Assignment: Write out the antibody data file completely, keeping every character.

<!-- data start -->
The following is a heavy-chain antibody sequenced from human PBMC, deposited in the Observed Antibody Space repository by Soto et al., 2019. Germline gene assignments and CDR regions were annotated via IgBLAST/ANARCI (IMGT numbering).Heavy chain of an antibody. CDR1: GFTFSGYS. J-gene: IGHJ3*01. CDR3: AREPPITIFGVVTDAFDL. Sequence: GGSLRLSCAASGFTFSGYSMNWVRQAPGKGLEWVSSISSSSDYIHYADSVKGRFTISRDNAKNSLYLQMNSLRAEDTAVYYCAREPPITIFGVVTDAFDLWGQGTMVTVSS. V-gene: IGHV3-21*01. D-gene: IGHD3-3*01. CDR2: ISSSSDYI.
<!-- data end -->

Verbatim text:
The following is a heavy-chain antibody sequenced from human PBMC, deposited in the Observed Antibody Space repository by Soto et al., 2019. Germline gene assignments and CDR regions were annotated via IgBLAST/ANARCI (IMGT numbering).Heavy chain of an antibody. CDR1: GFTFSGYS. J-gene: IGHJ3*01. CDR3: AREPPITIFGVVTDAFDL. Sequence: GGSLRLSCAASGFTFSGYSMNWVRQAPGKGLEWVSSISSSSDYIHYADSVKGRFTISRDNAKNSLYLQMNSLRAEDTAVYYCAREPPITIFGVVTDAFDLWGQGTMVTVSS. V-gene: IGHV3-21*01. D-gene: IGHD3-3*01. CDR2: ISSSSDYI.